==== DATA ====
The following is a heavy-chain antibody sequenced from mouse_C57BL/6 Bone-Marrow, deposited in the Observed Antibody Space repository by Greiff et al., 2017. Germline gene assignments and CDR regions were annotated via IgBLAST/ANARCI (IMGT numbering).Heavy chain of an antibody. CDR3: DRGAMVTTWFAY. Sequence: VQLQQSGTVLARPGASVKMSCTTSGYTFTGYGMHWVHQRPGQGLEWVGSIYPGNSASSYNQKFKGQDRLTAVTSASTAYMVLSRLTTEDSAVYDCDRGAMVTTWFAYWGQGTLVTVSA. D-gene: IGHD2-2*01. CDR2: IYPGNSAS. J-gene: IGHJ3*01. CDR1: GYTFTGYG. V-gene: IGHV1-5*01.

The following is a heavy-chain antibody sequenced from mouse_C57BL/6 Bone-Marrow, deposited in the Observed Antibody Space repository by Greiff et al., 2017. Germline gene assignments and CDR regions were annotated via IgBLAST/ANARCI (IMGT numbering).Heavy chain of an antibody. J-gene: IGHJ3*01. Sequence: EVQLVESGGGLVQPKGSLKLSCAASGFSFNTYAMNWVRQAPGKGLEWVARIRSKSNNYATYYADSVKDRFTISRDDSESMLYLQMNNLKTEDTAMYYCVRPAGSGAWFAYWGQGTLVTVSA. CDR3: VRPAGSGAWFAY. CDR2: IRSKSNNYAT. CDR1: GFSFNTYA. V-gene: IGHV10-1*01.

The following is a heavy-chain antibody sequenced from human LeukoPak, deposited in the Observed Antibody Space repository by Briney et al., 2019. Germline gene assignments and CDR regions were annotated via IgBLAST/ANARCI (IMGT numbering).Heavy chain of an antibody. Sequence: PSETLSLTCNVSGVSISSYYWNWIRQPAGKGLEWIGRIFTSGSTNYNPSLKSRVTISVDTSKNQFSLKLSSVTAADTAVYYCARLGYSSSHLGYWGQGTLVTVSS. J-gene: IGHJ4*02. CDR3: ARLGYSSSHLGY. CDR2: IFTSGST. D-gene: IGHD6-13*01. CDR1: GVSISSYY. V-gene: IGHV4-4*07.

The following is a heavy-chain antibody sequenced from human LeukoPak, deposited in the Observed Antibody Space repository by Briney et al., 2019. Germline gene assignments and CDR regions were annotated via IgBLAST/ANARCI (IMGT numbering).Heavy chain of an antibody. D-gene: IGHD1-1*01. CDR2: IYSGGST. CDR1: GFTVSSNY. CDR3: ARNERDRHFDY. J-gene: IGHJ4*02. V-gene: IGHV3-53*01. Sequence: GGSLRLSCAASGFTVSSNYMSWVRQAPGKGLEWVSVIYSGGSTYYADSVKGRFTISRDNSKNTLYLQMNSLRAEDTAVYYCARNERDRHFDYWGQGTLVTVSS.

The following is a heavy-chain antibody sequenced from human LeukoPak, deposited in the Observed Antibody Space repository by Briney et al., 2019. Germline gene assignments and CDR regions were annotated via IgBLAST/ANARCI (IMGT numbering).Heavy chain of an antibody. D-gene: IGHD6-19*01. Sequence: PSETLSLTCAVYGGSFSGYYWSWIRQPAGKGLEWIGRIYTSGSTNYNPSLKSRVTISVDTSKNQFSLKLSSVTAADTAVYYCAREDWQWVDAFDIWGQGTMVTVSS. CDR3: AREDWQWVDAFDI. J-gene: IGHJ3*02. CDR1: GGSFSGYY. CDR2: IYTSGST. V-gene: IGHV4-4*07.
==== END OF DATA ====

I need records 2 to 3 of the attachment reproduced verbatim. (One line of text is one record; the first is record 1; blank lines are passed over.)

The following is a heavy-chain antibody sequenced from mouse_C57BL/6 Bone-Marrow, deposited in the Observed Antibody Space repository by Greiff et al., 2017. Germline gene assignments and CDR regions were annotated via IgBLAST/ANARCI (IMGT numbering).Heavy chain of an antibody. J-gene: IGHJ3*01. Sequence: EVQLVESGGGLVQPKGSLKLSCAASGFSFNTYAMNWVRQAPGKGLEWVARIRSKSNNYATYYADSVKDRFTISRDDSESMLYLQMNNLKTEDTAMYYCVRPAGSGAWFAYWGQGTLVTVSA. CDR3: VRPAGSGAWFAY. CDR2: IRSKSNNYAT. CDR1: GFSFNTYA. V-gene: IGHV10-1*01.

The following is a heavy-chain antibody sequenced from human LeukoPak, deposited in the Observed Antibody Space repository by Briney et al., 2019. Germline gene assignments and CDR regions were annotated via IgBLAST/ANARCI (IMGT numbering).Heavy chain of an antibody. Sequence: PSETLSLTCNVSGVSISSYYWNWIRQPAGKGLEWIGRIFTSGSTNYNPSLKSRVTISVDTSKNQFSLKLSSVTAADTAVYYCARLGYSSSHLGYWGQGTLVTVSS. J-gene: IGHJ4*02. CDR3: ARLGYSSSHLGY. CDR2: IFTSGST. D-gene: IGHD6-13*01. CDR1: GVSISSYY. V-gene: IGHV4-4*07.